That opens the possibilities to really get advantage of any kind of data, to open new revenues and sales streams and to finally see all data driven activity not as a cost saving project (as the most agencies and vendors promise) but as a revenue creation project. Using modern cloud technologies moves organizations into the data centric world, focusing on business and not operations.

(1) https://research.google.com/archive/mapreduce.html

Thursday, December 8, 2016

Hue 3.11 with HDP 2.5

Works fine with CentOS / RHEL, I used 6.8 in that case. Epel has to be available, if not, install the repo.
And I ask me why Hortonworks didn't integrated Hue v3 in their HDP release - I mean, Hue v2 is older as old and lacks dramatically on functionality.
Anyhow, lets get to work.

sudo wget http://repos.fedorapeople.org/repos/dchen/apache-maven/epel-apache-maven.repo -O /etc/yum.repos.d/epel-apache-maven.repo

sudo yum install ant gcc krb5-devel mysql mysql-devel openssl-devel cyrus-sasl-devel cyrus-sasl-gssapi sqlite-devel libtidy libxml2-devel libxslt-devel openldap-devel python-devel python-simplejson python-setuptools rsync gcc-c++ saslwrapper-devel libffi-devel gmp-devel apache-maven

sudo mkdir /software; sudo chown hue: /software && cd /software
wget https://github.com/cloudera/hue/archive/master.zip -O hue.zip && unzip hue.zip; cd hue-master; sudo mkdir -p /usr/local/hue && chown -R hue: /usr/local/hue && make install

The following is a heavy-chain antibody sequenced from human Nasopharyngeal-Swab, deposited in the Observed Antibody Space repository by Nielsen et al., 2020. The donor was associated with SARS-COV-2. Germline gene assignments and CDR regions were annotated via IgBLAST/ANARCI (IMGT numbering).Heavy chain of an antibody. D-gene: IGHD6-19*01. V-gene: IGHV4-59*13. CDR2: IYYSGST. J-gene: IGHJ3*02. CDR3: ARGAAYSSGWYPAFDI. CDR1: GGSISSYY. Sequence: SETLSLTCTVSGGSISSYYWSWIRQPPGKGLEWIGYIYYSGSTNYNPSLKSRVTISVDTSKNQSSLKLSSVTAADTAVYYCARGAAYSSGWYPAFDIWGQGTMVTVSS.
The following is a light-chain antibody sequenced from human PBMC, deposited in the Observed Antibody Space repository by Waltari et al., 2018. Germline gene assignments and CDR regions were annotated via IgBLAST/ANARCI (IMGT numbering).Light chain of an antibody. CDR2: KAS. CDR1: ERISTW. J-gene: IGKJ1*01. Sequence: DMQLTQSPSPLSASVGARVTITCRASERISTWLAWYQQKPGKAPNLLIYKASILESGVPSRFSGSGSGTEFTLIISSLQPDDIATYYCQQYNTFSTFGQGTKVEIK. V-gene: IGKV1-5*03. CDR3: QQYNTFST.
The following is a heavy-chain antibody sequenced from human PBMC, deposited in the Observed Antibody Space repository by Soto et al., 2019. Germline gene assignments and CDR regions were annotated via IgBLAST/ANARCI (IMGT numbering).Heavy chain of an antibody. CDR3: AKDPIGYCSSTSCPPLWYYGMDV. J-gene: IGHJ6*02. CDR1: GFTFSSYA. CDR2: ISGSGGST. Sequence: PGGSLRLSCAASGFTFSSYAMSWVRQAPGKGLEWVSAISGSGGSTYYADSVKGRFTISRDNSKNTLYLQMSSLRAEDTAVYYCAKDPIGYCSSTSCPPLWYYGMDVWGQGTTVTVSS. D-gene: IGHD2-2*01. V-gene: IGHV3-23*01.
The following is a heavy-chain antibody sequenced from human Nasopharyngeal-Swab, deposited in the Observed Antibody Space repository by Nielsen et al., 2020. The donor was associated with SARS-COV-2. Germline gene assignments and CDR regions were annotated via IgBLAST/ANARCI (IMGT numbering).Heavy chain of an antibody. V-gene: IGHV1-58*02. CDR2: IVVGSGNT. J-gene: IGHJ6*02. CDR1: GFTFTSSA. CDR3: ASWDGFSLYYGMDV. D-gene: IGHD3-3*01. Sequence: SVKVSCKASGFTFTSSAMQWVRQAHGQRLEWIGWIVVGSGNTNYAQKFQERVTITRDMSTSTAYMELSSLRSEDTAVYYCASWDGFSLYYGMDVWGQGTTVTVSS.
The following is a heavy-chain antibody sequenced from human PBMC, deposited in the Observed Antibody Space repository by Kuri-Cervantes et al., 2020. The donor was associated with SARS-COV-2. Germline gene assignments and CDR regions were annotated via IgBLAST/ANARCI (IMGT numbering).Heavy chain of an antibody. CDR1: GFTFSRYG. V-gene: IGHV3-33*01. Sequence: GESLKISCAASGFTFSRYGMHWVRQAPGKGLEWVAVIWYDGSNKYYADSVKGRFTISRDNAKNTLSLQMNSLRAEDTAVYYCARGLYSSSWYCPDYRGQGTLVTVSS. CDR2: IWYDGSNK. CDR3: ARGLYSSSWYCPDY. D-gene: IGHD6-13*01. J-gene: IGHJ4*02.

HDP config changes:


Oozie => Custom oozie-site
oozie.service.ProxyUserService.proxyuser.hue.groups *
oozie.service.ProxyUserService.proxyuser.hue.hosts *


Hive => Custom webhcat-site
webhcat.proxyuser.hue.host *
webhcat.proxyuser.hue.groups *


HDFS => Custom core-site
hadoop.proxyuser.hue.hosts *
hadoop.proxyuser.hue.groups *


At the end, hue.ini needs to be configured to fit the installation, here's an example - I use 8899 as HueUI port:

http_port=8899
app_blacklist=impala,security
hive_server_host=hue3.azure.intern
hbase_clusters=(Cluster|hue3.azure.intern:9090)
solr_url=http://hue3.azure.intern:8983/solr/


At least a new security rule for port 8899 has to be created, as well as the hbase thrift service has to be started per:
nohup hbase thrift start &

Configure Hue:
/usr/local/hue/build/env/bin/hue syncdb
/usr/local/hue/build/env/bin/hue migrate

Start Hue:
/usr/local/hue/build/env/bin/supervisor -d

Login per http://your_hue3_host:8899

I strongly recommend to use MySQL as an backend DB, but for first test the integrated SQLite instance is fine, too.

Issues:
HUE-4701 - recreate the saved queries from sample notebook

Tuesday, November 29, 2016

Erase HDP 2.x and Ambari

Since I hack now often with Hortonworks HDP, I also often need to completely clean out my lab environments to get fresh boxes. I figured to write a ugly shell script is more comfortable as bothering my infra guys to reset the VM's in Azure - which also reset all my modifications. Bad!
Anyhow, here's the script in the case anyone has some use, too.

https://github.com/alo-alt/shell/blob/master/rmhdp.bash

As usual, first stop all Ambari managed services. I remove Postgres too, since the setup of a new db done by the installer of Ambari is much more faster than dealing with inconsistencies later.